ROTTERDAM, THE NETHERLANDS — Even as overall North American results of Louis Dreyfus Co. slipped in 2019 because of a trade conflict between the United States and China, the company’s sugar business performed well.
A review of the North American business was included in the company’s 2019 annual report, published March 23.
Overall LDC net income during the year was $228 million, down 38% from $366 million in 2018. Sales were $33.6 billion, down 6.7%. EBITDA during the year was $836 million, down 21% from $1.1 billion. Net income was boosted by a $218 million gain from the sale of assets.
African swine fever, geopolitical instability and general market oversupply, together with the US-China trade tensions, created a difficult environment for Dreyfus, said Ian McIntosh, chief executive officer.
“While overall results were lower than 2018, LDC put in a solid performance, made the right strategic decisions and took the first steps to adjust its cost base, without losing focus on our transformation plans and future growth trajectory,” he said.
Margarita Louis-Dreyfus, chairperson of the LDC board, said the cost cutting will yield benefits, beginning in 2020. She said the moves are based on “new realities and ensure a solid foundation for growth.” She also cited as important ownership consolidation of the company’s parent Louis Dreyfus Holding BV.
“It secures the flexibility to engage with strategic partners at Group level who could bring further value to the business and make LDC even stronger,” she said. “There is no timeline for such a move, but the confirmation of a strategy envisioned since 2009 now has the potential to become reality.”
In addition to trade tensions, results in North America were hurt by flooding that adversely affected loading efficiency at the company’s Port Allen, La., export elevator.
“In a challenging export environment, we divested our Western Canadian grain elevator network and our wheat export terminal in Portland, Ore., choosing to focus on the value-added steps of our regional Grains & Oilseeds business, while continuing to connect producers with international markets and customers through our remaining facilities,” the company said.
Ethanol margins in North America came under pressure because of trade turmoil and domestic policy.
Still, the company’s Claypool, Ind., plant “delivered strong process margins,” LDC said. Additionally, the passage in the final month of 2019 of a retroactive biodiesel tax credit for 2018-19 boosted results.
Also positive was the company’s Imperial Sugar business, which enjoyed greater profitability because of a better balance between sugar supply and demand.
The company’s Port Wentworth, Ga., plant increased throughput capacity to meet customer demand.
“We increased volumes shipped to destination by 70% year-on-year, and our Imperial Sugar refining business in the US increased sales by 30% compared to 2018,” LDC said.
The Merchandising Segment’s operating income was $387 million in 2019, down 21% from $489 in 2018.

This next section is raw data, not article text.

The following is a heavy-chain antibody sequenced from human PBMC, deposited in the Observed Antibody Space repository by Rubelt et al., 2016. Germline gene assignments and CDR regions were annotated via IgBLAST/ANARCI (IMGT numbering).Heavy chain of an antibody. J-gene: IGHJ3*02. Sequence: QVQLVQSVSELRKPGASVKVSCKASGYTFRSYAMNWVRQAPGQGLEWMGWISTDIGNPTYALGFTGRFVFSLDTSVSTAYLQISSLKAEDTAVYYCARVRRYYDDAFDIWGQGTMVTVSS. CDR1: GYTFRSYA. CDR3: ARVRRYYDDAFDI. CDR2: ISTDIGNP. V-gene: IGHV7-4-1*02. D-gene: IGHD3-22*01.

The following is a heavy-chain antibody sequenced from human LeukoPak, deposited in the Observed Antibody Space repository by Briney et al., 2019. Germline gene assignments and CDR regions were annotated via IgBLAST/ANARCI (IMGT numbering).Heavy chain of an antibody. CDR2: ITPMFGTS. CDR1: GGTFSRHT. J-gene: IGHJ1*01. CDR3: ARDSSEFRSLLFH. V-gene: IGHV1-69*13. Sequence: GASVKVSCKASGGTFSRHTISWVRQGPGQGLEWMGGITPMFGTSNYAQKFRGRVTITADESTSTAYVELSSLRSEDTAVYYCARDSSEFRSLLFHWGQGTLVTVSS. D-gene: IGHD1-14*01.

“LDC estimate suggested that the number of pigs raised in China dropped by almost half between 2018 and the end of 2019 due to African swine fever, negatively affecting soybean processing and soy meal sales,” the annual report said.
In addition to the problems at Port Allen, LDC said the delayed plantings in 2019 because of flooding are expected to cut into crop yields, both for 2019 and 2020.
“In addition, US-China trade tensions shifted the balance of exports to China heavily toward Latin America at the expense of the US,” LDC said. “We observed that, having accounted for approximately 50% of grains and oilseeds exports to China for the past five years, Latin America’s export share increased to over 60% in 2019.”
Investments by LDC in 2019 included 330 railcars to facilitate exports from Ukraine, the same number as the company acquired in 2018.
The company also set up a “global digital lab unit” to strengthen the Grain & Oilseeds original model “by further exploring digitally enabled opportunities.”
Other investments by the company were aimed at helping the company progress toward its strategy to “become the value chain,” Mr. McIntosh said. He explained the strategy as intending to integrate more of the agriculture and food chain, “adding more value ourselves on the journey from farm to consumer.”
Steps toward this objective in 2019 included a strategic alliance with Luckin Coffee to distribute juice and produce roasted and ground coffee in China and the launch of several branded cooking oils.
The company also began building a joint venture aquatic feed mill in China and profited from initial public offering investments in a poultry and feed producer in Malaysia and Luckin Coffee in China.
In North America, Dreyfus made food innovation investments, including taking an equity stake in Motif FoodWorks, a Ginkgo Bioworks food ingredients venture.
“The collaboration supports the use of biotechnology to produce innovative affordable and sustainable alternative proteins and other ingredients for plant-based food developers,” LDC said. “This move backed LDC’s strategy to find innovative solutions that respond to changing consumer demand and could help feed a growing global population sustainably.”
In notes, under “Subsequent Events,” Dreyfus said, “As of March 20, 2020, the coronavirus (COVID-19) outbreak had not significantly affected the Group’s operations and performance. At the stage prevailing on the approval date of these 2019 consolidated financial statements of LDC, it is too early to say what impact this outbreak may have on the Group’s future performance.”